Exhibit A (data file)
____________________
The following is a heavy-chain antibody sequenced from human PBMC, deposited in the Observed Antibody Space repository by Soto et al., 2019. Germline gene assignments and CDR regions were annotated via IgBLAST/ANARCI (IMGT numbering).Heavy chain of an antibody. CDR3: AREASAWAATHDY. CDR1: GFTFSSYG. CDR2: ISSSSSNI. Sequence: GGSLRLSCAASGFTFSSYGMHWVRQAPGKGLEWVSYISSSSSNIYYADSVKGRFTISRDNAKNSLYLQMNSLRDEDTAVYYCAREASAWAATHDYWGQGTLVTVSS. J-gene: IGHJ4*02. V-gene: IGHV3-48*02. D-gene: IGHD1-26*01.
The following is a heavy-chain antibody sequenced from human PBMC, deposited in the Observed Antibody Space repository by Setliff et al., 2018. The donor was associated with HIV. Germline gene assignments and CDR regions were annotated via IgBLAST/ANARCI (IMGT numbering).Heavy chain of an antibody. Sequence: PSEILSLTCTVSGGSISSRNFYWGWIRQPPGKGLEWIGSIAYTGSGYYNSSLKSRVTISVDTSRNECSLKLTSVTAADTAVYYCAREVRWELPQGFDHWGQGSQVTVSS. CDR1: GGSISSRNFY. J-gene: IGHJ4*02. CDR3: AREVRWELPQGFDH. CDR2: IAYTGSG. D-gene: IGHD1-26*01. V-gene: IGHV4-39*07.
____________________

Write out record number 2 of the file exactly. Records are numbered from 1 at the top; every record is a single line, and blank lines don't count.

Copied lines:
The following is a heavy-chain antibody sequenced from human PBMC, deposited in the Observed Antibody Space repository by Setliff et al., 2018. The donor was associated with HIV. Germline gene assignments and CDR regions were annotated via IgBLAST/ANARCI (IMGT numbering).Heavy chain of an antibody. Sequence: PSEILSLTCTVSGGSISSRNFYWGWIRQPPGKGLEWIGSIAYTGSGYYNSSLKSRVTISVDTSRNECSLKLTSVTAADTAVYYCAREVRWELPQGFDHWGQGSQVTVSS. CDR1: GGSISSRNFY. J-gene: IGHJ4*02. CDR3: AREVRWELPQGFDH. CDR2: IAYTGSG. D-gene: IGHD1-26*01. V-gene: IGHV4-39*07.